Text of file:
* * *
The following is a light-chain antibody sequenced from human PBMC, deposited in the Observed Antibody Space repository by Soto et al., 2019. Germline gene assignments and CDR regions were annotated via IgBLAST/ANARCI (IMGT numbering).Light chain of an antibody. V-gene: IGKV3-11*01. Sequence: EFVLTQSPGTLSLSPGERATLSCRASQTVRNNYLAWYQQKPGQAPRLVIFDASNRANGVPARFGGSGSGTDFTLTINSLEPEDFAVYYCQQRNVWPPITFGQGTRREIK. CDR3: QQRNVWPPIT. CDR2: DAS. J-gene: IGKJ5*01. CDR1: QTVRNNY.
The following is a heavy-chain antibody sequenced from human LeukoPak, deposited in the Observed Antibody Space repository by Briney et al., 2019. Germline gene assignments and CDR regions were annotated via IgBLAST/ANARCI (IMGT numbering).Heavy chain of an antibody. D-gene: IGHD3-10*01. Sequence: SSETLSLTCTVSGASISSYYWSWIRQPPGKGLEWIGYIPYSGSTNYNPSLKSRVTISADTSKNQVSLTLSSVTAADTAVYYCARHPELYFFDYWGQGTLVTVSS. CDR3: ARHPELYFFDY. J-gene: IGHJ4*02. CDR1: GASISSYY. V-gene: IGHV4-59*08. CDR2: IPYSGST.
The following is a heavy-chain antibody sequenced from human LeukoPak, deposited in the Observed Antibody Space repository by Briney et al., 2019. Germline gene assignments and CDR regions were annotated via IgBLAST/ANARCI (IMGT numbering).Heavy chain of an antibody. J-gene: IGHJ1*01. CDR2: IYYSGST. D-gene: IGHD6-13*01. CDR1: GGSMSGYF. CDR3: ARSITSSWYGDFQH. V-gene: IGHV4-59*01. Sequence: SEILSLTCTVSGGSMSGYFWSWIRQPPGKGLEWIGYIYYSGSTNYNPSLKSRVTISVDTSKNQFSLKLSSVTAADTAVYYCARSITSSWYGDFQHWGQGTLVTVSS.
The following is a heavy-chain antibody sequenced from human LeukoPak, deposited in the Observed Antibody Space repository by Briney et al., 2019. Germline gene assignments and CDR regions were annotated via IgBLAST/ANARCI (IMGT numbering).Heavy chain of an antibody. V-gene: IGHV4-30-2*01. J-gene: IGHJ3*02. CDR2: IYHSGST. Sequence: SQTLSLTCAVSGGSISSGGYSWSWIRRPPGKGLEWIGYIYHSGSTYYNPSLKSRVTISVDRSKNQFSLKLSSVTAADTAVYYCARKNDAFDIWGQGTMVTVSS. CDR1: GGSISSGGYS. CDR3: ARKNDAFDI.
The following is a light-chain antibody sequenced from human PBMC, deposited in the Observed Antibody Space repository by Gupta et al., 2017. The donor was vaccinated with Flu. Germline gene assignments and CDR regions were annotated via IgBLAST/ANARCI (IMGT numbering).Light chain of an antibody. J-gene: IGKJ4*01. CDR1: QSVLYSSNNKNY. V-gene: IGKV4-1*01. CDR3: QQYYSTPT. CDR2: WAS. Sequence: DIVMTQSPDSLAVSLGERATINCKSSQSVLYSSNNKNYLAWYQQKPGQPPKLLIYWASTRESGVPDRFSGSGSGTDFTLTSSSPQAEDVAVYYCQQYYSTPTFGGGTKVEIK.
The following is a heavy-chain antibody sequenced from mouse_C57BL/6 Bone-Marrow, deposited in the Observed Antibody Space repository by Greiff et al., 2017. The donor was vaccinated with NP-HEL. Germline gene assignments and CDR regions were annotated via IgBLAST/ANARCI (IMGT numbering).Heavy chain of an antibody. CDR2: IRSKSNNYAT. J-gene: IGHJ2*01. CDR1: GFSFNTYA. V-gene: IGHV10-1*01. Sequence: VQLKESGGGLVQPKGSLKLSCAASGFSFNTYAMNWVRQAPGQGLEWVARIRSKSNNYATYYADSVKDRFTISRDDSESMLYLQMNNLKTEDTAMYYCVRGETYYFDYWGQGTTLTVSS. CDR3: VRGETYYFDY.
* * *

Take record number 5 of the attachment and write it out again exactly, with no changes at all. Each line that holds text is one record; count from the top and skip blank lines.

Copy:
The following is a light-chain antibody sequenced from human PBMC, deposited in the Observed Antibody Space repository by Gupta et al., 2017. The donor was vaccinated with Flu. Germline gene assignments and CDR regions were annotated via IgBLAST/ANARCI (IMGT numbering).Light chain of an antibody. J-gene: IGKJ4*01. CDR1: QSVLYSSNNKNY. V-gene: IGKV4-1*01. CDR3: QQYYSTPT. CDR2: WAS. Sequence: DIVMTQSPDSLAVSLGERATINCKSSQSVLYSSNNKNYLAWYQQKPGQPPKLLIYWASTRESGVPDRFSGSGSGTDFTLTSSSPQAEDVAVYYCQQYYSTPTFGGGTKVEIK.